Mark, Daria and the old hermit give their plane a hippie make-over.

"It's nice to see a young person with respect for authority," the old hermit says.

Unfortunately, the police, the airport personnel, the media and the real owner of the plane disagree. Although Mark lands the plane with aplomb and is unarmed, he is shot and killed.

In the words of Daria, "What a drag!"

Now at the Phoenix home of Rod Taylor, surrounded by hypocritical squares, Daria is filled with rage--for the loss of Mark, for the senselessness of his death, for The Man, for all those Establishment fat cats who put profit before people...all the usual suspects of post-'60's America.

So what does Daria do?

She visualizes a string of symbols that represent The Establishment and All She's Against and blows them up to kingdom come.

Do these symbols include, say, the Pentagon, Wall Street, the IRS, the Watergate building or the draft board perhaps?

"Take that, KFC!" One of Daria's more memorable visions in "Zabriskie Point".

Nah. Instead of those symbols of  American hypocrisy/decline/repression, Daria takes her vengeance out on (among other things) patio furniture, a clothes rack, a TV set, a loaf of Wonder Bread, books, magazines and a raw chicken.

A raw chicken? Go figure.

It is on that note that "Zabriskie Point" ends its broadcast day.

So, you may be asking, what was the point of this film?

Far more famous and learned critics than myself have been debating that since 1970, when "Zabriskie Point" was unleashed and landed with a big thud in movie theaters, despite a lot of pre-release publicity and leads Daria and Mark landing on the covers of Look and Rollingstone magazine, respectively.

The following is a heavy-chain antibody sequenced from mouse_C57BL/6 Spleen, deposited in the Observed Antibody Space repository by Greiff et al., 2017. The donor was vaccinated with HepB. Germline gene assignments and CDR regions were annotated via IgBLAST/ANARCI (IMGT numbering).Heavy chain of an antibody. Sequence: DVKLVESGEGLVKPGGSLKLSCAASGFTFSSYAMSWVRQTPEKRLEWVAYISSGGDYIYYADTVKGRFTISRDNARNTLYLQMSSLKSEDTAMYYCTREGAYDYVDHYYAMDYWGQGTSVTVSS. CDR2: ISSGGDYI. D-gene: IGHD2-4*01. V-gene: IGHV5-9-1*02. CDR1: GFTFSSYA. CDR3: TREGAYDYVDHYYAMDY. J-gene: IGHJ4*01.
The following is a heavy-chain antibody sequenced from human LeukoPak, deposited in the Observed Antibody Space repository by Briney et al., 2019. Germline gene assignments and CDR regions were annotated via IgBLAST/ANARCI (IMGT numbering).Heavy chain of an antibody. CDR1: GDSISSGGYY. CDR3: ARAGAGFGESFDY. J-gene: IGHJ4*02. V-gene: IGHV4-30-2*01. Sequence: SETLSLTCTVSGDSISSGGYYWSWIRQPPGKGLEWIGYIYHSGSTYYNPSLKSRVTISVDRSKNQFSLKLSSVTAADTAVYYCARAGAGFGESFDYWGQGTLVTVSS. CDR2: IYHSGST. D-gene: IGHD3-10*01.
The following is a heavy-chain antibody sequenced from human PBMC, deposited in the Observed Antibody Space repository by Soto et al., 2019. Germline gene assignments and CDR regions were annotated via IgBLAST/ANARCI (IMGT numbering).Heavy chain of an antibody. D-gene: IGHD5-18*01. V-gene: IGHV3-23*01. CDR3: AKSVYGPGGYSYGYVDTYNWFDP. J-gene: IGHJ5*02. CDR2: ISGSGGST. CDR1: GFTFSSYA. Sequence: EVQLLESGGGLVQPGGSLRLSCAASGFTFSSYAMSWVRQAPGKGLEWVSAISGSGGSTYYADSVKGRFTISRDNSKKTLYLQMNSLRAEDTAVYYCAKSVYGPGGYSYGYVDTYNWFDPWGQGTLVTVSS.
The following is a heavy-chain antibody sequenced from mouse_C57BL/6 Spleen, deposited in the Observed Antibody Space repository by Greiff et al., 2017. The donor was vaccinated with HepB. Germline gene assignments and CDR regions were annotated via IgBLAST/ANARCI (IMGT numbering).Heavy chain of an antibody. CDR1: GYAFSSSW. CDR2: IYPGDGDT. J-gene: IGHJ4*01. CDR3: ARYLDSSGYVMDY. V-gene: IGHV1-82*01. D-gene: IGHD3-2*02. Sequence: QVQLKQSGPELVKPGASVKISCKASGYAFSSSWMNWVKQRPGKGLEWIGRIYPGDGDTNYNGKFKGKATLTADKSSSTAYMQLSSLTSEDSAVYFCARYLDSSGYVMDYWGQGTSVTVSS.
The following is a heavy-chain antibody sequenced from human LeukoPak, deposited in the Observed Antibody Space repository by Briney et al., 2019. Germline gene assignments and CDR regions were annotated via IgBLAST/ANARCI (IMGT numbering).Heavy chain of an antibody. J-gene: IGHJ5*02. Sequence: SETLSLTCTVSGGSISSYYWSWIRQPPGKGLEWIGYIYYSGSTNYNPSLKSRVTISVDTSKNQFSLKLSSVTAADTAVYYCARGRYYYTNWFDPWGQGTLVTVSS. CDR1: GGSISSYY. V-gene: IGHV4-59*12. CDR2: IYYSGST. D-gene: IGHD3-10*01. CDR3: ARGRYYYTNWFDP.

For me, "Zabriskie Point" is exactly like Zabriskie Point: it's dry, dusty and vacant. It's empty. 

However, it's also an excellent example that Junk Cinema can be made by anybody, even a famous, respected European director!

"Hooray! The movie is over!"

It's wrong to think Junk Cinema can only be made by non-Hollywood hacks who have no money and no talent. Antonioni was not a hack, MGM gave him buckets of money to make this flick, he had total artistic control and he had plenty of talent. But he bungled to job anyway. Give any director enough rope and they can hang themselves, artistically speaking.

 Junk Cinema can happen anywhere at anytime--isn't that neat?

So, kiddies, the next time someone gives you grief for loving bad movies, please remind them that Antonioni might have made "Blow Up", but he also made "Zabriskie Point" and that Peter Bogdanovitch might have made "The Last Picture Show", but he also made "At Long Last Love" and Orson Welles might have made "Citizen Kane", but he also co-starred with Pia Zadora in "Butterfly"!

Until next time, Save The Movies!